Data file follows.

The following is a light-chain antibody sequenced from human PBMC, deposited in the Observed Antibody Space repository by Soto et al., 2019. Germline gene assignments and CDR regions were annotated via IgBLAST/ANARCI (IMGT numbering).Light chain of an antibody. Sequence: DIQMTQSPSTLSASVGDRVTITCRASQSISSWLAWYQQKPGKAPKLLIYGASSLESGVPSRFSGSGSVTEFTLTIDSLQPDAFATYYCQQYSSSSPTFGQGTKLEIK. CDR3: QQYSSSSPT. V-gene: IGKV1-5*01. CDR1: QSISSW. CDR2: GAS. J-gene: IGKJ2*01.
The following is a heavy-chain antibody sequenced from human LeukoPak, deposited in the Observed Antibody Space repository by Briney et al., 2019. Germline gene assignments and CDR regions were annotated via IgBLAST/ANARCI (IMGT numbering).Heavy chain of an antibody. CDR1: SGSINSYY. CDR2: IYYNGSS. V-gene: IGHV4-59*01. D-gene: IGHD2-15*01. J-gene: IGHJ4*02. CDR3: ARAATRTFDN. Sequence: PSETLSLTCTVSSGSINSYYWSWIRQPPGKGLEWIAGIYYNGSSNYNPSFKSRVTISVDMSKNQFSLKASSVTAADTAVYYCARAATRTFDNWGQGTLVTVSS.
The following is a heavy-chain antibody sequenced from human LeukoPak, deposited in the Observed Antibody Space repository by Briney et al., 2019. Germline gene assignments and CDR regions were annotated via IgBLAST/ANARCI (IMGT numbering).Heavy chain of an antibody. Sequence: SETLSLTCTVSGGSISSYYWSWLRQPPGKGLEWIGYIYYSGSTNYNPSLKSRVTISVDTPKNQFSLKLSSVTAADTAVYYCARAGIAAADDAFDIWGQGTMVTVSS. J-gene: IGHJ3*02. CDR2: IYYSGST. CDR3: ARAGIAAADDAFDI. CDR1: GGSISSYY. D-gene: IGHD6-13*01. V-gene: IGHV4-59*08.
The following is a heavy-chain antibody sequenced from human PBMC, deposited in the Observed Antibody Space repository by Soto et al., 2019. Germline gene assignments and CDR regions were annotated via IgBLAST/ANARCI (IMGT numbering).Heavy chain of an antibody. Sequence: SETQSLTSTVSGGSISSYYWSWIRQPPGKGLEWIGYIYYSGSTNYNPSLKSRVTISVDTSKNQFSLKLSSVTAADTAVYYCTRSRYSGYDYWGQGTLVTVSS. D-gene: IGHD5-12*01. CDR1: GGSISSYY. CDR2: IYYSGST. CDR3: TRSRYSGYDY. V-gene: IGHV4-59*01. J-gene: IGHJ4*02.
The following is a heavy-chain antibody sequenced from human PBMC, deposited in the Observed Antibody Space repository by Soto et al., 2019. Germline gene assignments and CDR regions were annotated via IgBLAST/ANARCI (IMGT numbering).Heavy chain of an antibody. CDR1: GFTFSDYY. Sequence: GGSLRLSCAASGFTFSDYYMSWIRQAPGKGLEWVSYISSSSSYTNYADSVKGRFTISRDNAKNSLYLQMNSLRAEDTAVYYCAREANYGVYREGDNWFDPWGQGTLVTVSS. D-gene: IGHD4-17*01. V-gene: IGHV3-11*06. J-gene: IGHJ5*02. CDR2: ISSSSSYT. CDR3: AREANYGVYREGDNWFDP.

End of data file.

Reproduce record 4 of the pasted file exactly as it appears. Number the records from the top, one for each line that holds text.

The following is a heavy-chain antibody sequenced from human PBMC, deposited in the Observed Antibody Space repository by Soto et al., 2019. Germline gene assignments and CDR regions were annotated via IgBLAST/ANARCI (IMGT numbering).Heavy chain of an antibody. Sequence: SETQSLTSTVSGGSISSYYWSWIRQPPGKGLEWIGYIYYSGSTNYNPSLKSRVTISVDTSKNQFSLKLSSVTAADTAVYYCTRSRYSGYDYWGQGTLVTVSS. D-gene: IGHD5-12*01. CDR1: GGSISSYY. CDR2: IYYSGST. CDR3: TRSRYSGYDY. V-gene: IGHV4-59*01. J-gene: IGHJ4*02.